India Is Often Touted As The World's Biggest Democracy; Let's Be Real--Modi Has No Democratic Values
Gandhi Was Expelled From Parliament Yesterday
A couple of days ago, when I was writing about the real-time disintegration of Israeli democracy, I asked Hal, my AI buddy, if he knew of any successful democracies that had religious extremist parties in power. With no sense of irony, Hal suggested 3: Israel, India and the U.S. “There are several successful democracies around the world that include religious fanatics as part of their political landscape. One example is Israel, which is a democratic country with a diverse range of religious and political beliefs represented in its government. The country has a significant population of Orthodox Jews who hold conservative religious views, and there are political parties that represent these views in the Israeli Knesset.” As I explained yesterday, the Haredi politics is not conservative; it is fascist and exterminational.
“The United States is another example of a successful democracy that has had religious fanatics in positions of power throughout its history. Some examples include the Puritan settlers who founded the country, the religious right movement that emerged in the 1970s, and the current Republican Party, which has been criticized for its close ties to conservative Christian groups.” The U.S. is teetering as well and I would go out on a limb and place 100% of the blame on evangelicals.
Finally, Hal suggested that “another example is India, which is the world's largest democracy and has a Hindu nationalist party, the Bharatiya Janata Party (BJP), in power. The BJP has been accused of promoting a Hindu nationalist agenda and has faced criticism for its treatment of religious minorities, but the country remains a functioning democracy.” Promoting a Hindu nationalist agenda? How about murdering masses of Muslims?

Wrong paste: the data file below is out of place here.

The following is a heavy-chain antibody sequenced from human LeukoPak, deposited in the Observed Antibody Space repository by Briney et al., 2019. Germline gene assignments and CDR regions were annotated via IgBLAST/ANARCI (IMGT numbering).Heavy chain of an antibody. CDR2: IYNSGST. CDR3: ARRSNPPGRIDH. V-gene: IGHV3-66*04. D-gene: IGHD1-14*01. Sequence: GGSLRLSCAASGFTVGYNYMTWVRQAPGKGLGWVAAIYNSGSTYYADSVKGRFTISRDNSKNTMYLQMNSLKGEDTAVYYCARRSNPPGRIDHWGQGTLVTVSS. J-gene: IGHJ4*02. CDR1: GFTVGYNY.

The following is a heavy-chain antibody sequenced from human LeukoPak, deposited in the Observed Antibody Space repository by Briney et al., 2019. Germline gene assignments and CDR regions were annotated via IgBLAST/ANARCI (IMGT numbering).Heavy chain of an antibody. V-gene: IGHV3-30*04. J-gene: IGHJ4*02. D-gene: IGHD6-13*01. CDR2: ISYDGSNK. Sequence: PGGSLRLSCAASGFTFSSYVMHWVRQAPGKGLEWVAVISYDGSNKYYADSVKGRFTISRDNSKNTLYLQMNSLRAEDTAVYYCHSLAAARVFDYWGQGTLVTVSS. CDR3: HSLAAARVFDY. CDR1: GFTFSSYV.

Hal claimed that it’s “worth noting that while these democracies have successfully incorporated religious fanatics into their political systems, there are also concerns about the potential for religious extremism and intolerance to threaten democratic values such as pluralism and freedom of religion.” No shit, Sherlock! When I pushed back against his assertions, his response that to thank me for bringing updated situations in Israel and India to his attention, claiming he does “not have the ability to track events or changes in real-time. It is true that both Israel and India have faced criticisms and challenges to their democratic systems, including issues related to the treatment of religious minorities and the erosion of democratic institutions. It is important to note that the examples I provided were not intended to suggest that these countries have perfect or flawless democracies, but rather to acknowledge that they are examples of countries where religious fanatics have been part of the political landscape, and the countries have managed to maintain functioning democracies despite these challenges. Nevertheless, it is true that both countries have faced significant challenges to their democratic institutions and the protection of minority rights, and it is important to continue to monitor and address these issues.”